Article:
About John Rogers

I have thought of myself as a writer for most of my adult life. In 2011, I became a fiction writer full time. I studied creative writing as an English major in college. Then came family and career. I worked in finance and biotech and did a wonderful stint in Vienna. Now, I have the opportunity to use those experiences as the substrate for my stories. My first novel takes on the world of Big Data and the very timely issue of cyber war. The second uses the manipulation of financial derivatives as impetus for attempted murder during a trip from Vienna to Budapest on the Danube. I have taken writing instruction at the Cape Cod Writers Conference and from The Loft in Minneapolis. I am finding writers’ groups to be very helpful as concept editors, as well as practical advice from the published authors. I am in three such groups. I have taken writing instruction at the Cape Cod Writers Conference and from The Loft in Minneapolis.

Rampell’s Rules 5 and 6

Last time, I borrowed a column from the Washington Post opinion writer, Catherine Rampell. It was a marvelous, fun, insightful commentary on grammar and writing. In that post, I covered the first four of her six rules. They’re on-point advice on mechanics and process. I said I’d comment on the last two rules in the next post. Then, I wrote, rewrote, trashed, wrote again, and finally came to this:

Rampell’s Rule 5 is: You must be willing to write, say and even be things that are unpopular.

  “Writing well,” she says, “takes moral courage.” Bret Stephens, the New York Times opinion page writer, digs deeply into this idea in a piece called “The Encroachment of the Unsayable” (10/19/20). “Our compromised liberalism has left a generation of writers weighing their words in fear. (…) The result is safer, but also more timid; more correct, but also less interesting. It is simultaneously bad for those who write, and boring for those who read.” Both Rampell and Stephens are commenting on reportage, not fiction. But Stephens’ “boring to those who read” is a knife in the heart of a novelist.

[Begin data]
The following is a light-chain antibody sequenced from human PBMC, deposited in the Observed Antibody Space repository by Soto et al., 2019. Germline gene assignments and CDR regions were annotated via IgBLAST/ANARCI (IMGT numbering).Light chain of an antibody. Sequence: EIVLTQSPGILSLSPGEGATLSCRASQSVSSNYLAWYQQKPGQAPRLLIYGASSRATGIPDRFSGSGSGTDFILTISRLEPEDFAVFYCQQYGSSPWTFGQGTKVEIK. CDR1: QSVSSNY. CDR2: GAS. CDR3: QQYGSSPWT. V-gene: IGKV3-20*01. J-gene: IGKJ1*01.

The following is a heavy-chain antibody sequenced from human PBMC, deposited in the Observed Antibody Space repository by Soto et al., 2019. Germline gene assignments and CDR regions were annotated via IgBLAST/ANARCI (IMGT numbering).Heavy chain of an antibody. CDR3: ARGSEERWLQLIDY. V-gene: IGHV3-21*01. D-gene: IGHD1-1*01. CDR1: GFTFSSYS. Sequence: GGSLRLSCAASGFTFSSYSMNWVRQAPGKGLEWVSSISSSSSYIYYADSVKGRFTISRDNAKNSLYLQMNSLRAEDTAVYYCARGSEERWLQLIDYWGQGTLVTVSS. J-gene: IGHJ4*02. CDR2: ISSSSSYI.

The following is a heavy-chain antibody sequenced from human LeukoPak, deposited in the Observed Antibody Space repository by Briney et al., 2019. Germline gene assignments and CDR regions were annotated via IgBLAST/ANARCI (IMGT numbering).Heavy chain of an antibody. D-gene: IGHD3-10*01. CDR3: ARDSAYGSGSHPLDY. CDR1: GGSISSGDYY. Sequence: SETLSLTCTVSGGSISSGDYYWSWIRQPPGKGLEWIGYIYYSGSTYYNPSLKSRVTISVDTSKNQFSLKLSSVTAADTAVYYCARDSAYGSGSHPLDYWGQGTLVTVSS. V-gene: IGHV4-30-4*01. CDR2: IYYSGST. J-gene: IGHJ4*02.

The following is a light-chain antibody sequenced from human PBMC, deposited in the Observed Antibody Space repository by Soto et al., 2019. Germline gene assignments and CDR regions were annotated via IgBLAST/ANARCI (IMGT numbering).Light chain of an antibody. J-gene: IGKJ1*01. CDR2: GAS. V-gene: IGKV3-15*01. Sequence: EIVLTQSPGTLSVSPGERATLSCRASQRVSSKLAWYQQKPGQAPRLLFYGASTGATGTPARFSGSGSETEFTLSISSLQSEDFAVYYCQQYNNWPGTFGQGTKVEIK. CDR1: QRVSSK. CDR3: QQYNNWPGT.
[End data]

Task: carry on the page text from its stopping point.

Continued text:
When do a few trenchant words become the rhetorical slap on the sunburned shoulder of a reader’s sensibilities? And when does that matter? What do I do about the fact that I am being told, usually politely, to worry about things that may offend readers? (And why the hell would they be reading a novel if they didn’t agree to risk being offended?)

My first draft of this post was a long response studded with examples of comments made on my writing. It sounded a lot like whining, so I cut it. Currently, I’m using the operating rule that if the criticism requires an assumption about the person writing (as in me, an old, semi-priveleged white male), I ignore it.

So we can pass on to Rampell’s rule 6, which appears like the hope that was last to escape Pandora’s box:

Rule 6: Be kind, even when you don’t need to be.

We could all do well to follow that, couldn’t we?

Grammar Resplendent

Marvelous opinion piece by Catherine Rampell in the Washington Post on Christmas day.

The whole article is a great read—it’s Rampell’s lessons in the language and writing from her sixth-grade teacher. Its first three points were a gift of confirmation, the fourth a gift a recognition of reality, and the fifth a source of pain which will be subject of the my next post. Here are the first three:

  1. Learn all the rules of language, even the stodgy-seeming ones. You will find freedom in structure.

In particular, of her teacher, she says “He taught us the masonry of language. Now we could build whatever we liked.” One of the finest defenses of grammar I have read.

  1. If you must break a grammatical rule, do so on purpose, not out of sloppiness. Do so only if it serves your audience. 

“The best excuse for a grammatical error … is clarity.” Perfect.

  1. If a reader doesn’t understand what you are trying to say, that is your fault — not the reader’s. 

I need to have a sticky on my computer reminding me of this every day.

Then I hit the fourth rule:

  1. Rewrite. Rewrite. Rewrite. No piece of writing is ever done; it merely meets a deadline. 

I suspect that #4 is true for Rampell because her deadlines are weekly or biweekly; she probably never gets above rewrite five or six. For me as a novelist, cycles of rewrite begin to wear down the prose, and the hard question is when to stop.

And on to the agony of her point #5 … next time